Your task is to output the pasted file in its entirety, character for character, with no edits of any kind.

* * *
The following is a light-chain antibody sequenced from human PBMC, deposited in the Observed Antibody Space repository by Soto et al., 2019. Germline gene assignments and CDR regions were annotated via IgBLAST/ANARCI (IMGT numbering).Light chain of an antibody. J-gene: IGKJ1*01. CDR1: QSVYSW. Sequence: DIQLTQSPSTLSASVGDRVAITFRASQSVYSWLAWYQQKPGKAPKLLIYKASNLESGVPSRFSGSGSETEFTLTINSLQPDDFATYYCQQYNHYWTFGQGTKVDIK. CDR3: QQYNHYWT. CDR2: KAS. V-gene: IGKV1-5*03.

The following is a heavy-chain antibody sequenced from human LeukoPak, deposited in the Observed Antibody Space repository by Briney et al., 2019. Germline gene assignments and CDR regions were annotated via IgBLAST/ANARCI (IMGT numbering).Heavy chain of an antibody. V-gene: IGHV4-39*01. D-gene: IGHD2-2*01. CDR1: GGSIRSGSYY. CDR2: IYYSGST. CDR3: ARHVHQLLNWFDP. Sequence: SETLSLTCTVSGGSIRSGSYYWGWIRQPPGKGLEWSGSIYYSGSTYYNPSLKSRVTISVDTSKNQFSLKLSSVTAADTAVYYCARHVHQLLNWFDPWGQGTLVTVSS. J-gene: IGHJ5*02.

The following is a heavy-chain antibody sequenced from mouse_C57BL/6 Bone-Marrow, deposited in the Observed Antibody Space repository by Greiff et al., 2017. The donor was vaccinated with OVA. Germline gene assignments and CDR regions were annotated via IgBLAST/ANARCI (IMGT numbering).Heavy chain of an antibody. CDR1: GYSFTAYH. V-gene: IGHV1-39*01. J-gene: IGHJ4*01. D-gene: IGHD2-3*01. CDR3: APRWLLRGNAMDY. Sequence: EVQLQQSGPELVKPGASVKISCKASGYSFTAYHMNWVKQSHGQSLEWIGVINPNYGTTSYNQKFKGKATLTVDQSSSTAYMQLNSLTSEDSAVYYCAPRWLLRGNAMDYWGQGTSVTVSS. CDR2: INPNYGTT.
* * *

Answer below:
The following is a light-chain antibody sequenced from human PBMC, deposited in the Observed Antibody Space repository by Soto et al., 2019. Germline gene assignments and CDR regions were annotated via IgBLAST/ANARCI (IMGT numbering).Light chain of an antibody. J-gene: IGKJ1*01. CDR1: QSVYSW. Sequence: DIQLTQSPSTLSASVGDRVAITFRASQSVYSWLAWYQQKPGKAPKLLIYKASNLESGVPSRFSGSGSETEFTLTINSLQPDDFATYYCQQYNHYWTFGQGTKVDIK. CDR3: QQYNHYWT. CDR2: KAS. V-gene: IGKV1-5*03.

The following is a heavy-chain antibody sequenced from human LeukoPak, deposited in the Observed Antibody Space repository by Briney et al., 2019. Germline gene assignments and CDR regions were annotated via IgBLAST/ANARCI (IMGT numbering).Heavy chain of an antibody. V-gene: IGHV4-39*01. D-gene: IGHD2-2*01. CDR1: GGSIRSGSYY. CDR2: IYYSGST. CDR3: ARHVHQLLNWFDP. Sequence: SETLSLTCTVSGGSIRSGSYYWGWIRQPPGKGLEWSGSIYYSGSTYYNPSLKSRVTISVDTSKNQFSLKLSSVTAADTAVYYCARHVHQLLNWFDPWGQGTLVTVSS. J-gene: IGHJ5*02.

The following is a heavy-chain antibody sequenced from mouse_C57BL/6 Bone-Marrow, deposited in the Observed Antibody Space repository by Greiff et al., 2017. The donor was vaccinated with OVA. Germline gene assignments and CDR regions were annotated via IgBLAST/ANARCI (IMGT numbering).Heavy chain of an antibody. CDR1: GYSFTAYH. V-gene: IGHV1-39*01. J-gene: IGHJ4*01. D-gene: IGHD2-3*01. CDR3: APRWLLRGNAMDY. Sequence: EVQLQQSGPELVKPGASVKISCKASGYSFTAYHMNWVKQSHGQSLEWIGVINPNYGTTSYNQKFKGKATLTVDQSSSTAYMQLNSLTSEDSAVYYCAPRWLLRGNAMDYWGQGTSVTVSS. CDR2: INPNYGTT.